#analytical-reading #how-to-read-a-book #part-two #pigeonholing-a-book #the-third-level-of-reading
We have already discussed a rough classification of books. The main distinction, we said, was between works of fiction, on the one hand, and works conveying knowledge, or expository works, on the other hand. Among expository works, we can further distinguish history from philosophy, and both from science and mathematics.
Now this is all very well as far as it goes. This is a classification scheme with fairly perspicuous categories, and most people could probably place most books in the right category if they thought about it. But not all books in all categories.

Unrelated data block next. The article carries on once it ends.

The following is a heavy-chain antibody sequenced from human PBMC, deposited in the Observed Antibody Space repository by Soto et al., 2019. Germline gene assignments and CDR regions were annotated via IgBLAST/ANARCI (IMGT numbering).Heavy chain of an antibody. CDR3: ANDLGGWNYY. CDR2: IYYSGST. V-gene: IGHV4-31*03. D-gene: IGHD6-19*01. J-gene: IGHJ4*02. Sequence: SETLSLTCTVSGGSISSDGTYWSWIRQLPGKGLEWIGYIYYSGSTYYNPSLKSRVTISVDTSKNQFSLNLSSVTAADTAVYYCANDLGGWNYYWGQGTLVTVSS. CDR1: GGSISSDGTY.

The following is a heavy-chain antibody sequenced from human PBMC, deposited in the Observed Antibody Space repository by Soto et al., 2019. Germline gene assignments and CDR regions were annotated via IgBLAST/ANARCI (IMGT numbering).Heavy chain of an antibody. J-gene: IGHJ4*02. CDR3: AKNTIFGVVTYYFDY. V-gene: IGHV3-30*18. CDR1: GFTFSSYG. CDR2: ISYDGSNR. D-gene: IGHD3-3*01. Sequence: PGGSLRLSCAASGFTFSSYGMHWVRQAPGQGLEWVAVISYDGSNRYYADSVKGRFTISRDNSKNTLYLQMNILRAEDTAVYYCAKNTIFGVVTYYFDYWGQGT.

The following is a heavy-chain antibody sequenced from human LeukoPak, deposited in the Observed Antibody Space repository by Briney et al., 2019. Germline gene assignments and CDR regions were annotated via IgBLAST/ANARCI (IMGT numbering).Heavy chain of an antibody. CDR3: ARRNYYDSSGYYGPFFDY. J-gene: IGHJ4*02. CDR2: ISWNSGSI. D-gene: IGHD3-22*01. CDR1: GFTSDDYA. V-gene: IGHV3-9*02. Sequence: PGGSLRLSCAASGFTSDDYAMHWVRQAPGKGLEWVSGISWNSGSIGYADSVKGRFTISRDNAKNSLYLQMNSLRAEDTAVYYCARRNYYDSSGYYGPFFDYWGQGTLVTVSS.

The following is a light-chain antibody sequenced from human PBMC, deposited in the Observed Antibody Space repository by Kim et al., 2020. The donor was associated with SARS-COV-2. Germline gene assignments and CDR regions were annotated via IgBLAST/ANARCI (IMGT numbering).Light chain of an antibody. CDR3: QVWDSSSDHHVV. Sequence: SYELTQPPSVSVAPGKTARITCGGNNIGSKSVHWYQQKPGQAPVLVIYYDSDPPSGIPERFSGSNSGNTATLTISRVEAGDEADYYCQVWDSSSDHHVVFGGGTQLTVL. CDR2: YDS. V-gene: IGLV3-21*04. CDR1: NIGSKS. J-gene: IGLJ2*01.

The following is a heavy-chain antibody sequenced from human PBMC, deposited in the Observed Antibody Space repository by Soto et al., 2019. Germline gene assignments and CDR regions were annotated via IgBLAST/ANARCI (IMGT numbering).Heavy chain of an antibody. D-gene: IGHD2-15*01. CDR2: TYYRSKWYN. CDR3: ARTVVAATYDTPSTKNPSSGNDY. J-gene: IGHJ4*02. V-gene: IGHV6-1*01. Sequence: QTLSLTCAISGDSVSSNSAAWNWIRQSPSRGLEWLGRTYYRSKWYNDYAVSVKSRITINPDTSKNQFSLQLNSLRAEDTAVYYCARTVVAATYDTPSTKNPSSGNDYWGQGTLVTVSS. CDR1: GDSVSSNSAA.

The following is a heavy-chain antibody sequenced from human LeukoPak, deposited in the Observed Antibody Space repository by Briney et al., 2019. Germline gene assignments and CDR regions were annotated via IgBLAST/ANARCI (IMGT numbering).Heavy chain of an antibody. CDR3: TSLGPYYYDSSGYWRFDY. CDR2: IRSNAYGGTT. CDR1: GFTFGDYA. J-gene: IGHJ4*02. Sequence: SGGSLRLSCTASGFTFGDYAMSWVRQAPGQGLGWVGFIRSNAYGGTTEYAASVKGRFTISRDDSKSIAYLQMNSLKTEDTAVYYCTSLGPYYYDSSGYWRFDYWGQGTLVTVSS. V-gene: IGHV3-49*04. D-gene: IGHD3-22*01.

The trouble is that as yet we have no principles of classification. We will have more to say about these principles as we proceed in our discussion of the higher levels of reading. For the moment, we want to confine ourselves to one basic distinction, a distinction that applies across the board to all expository works. It is the distinction between theoretical and practical works.